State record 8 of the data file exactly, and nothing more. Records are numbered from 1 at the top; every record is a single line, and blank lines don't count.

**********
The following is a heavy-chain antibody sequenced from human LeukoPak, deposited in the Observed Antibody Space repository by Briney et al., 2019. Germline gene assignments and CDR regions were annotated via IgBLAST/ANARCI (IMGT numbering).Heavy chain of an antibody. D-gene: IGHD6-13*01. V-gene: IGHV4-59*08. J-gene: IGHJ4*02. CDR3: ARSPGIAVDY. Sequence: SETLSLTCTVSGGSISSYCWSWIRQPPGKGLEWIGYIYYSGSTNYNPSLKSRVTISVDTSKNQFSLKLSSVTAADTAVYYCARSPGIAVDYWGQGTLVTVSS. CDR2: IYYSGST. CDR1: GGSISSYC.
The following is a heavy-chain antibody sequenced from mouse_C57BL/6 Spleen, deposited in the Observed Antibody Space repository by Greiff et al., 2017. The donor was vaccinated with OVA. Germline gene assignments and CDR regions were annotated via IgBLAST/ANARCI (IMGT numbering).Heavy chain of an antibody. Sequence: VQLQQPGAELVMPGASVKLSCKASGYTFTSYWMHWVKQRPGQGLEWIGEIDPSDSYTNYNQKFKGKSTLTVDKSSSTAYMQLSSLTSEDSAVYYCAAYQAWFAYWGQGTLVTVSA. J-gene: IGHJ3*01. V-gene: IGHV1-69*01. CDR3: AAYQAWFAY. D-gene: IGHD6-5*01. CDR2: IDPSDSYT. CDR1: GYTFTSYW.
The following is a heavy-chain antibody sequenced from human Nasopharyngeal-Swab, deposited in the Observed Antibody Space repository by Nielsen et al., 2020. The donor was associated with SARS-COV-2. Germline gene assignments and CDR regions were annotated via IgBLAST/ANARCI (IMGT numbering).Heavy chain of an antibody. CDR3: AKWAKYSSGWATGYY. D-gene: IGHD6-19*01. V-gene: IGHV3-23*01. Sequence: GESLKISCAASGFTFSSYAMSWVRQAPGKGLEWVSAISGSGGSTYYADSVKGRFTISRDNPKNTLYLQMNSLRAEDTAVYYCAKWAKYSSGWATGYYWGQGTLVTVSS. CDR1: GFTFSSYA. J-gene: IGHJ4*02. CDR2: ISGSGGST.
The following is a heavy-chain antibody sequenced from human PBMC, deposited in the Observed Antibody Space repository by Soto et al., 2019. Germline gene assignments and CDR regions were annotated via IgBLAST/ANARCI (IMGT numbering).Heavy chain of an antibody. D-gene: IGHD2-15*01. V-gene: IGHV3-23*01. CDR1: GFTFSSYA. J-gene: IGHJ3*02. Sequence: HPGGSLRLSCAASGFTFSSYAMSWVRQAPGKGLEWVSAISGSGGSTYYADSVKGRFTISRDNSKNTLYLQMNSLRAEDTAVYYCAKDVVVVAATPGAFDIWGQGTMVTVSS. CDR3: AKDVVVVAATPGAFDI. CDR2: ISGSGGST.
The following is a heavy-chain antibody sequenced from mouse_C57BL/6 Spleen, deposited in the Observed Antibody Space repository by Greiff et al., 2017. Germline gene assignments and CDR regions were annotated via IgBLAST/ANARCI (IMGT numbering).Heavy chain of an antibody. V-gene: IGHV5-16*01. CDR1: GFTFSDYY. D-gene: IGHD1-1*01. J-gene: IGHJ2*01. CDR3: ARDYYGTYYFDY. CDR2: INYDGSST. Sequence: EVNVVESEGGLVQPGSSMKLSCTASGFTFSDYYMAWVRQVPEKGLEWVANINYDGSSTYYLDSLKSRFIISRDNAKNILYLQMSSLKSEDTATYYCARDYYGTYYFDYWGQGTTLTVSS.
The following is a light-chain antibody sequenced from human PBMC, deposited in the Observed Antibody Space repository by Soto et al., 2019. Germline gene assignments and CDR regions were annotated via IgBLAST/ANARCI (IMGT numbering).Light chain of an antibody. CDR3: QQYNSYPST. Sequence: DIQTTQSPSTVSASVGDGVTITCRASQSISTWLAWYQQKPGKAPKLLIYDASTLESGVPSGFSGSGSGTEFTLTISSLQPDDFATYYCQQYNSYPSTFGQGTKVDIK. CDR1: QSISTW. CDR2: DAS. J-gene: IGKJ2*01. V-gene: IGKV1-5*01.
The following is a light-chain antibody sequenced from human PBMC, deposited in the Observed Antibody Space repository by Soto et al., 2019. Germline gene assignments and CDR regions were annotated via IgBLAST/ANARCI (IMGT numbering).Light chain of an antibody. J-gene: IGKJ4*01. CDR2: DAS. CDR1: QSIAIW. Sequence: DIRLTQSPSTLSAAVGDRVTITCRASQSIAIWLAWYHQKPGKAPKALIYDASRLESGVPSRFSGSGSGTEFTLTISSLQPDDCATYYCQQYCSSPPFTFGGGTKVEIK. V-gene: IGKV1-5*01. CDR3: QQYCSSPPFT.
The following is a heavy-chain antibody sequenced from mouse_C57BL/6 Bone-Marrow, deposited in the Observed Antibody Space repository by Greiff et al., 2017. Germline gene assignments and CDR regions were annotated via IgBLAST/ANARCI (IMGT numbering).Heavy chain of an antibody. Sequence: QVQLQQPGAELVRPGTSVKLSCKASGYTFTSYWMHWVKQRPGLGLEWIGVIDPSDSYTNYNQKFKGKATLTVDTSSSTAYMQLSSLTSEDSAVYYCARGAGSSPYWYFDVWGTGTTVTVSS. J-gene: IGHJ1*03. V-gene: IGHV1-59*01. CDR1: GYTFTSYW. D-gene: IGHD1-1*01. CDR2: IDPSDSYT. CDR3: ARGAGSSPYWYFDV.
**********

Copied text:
The following is a heavy-chain antibody sequenced from mouse_C57BL/6 Bone-Marrow, deposited in the Observed Antibody Space repository by Greiff et al., 2017. Germline gene assignments and CDR regions were annotated via IgBLAST/ANARCI (IMGT numbering).Heavy chain of an antibody. Sequence: QVQLQQPGAELVRPGTSVKLSCKASGYTFTSYWMHWVKQRPGLGLEWIGVIDPSDSYTNYNQKFKGKATLTVDTSSSTAYMQLSSLTSEDSAVYYCARGAGSSPYWYFDVWGTGTTVTVSS. J-gene: IGHJ1*03. V-gene: IGHV1-59*01. CDR1: GYTFTSYW. D-gene: IGHD1-1*01. CDR2: IDPSDSYT. CDR3: ARGAGSSPYWYFDV.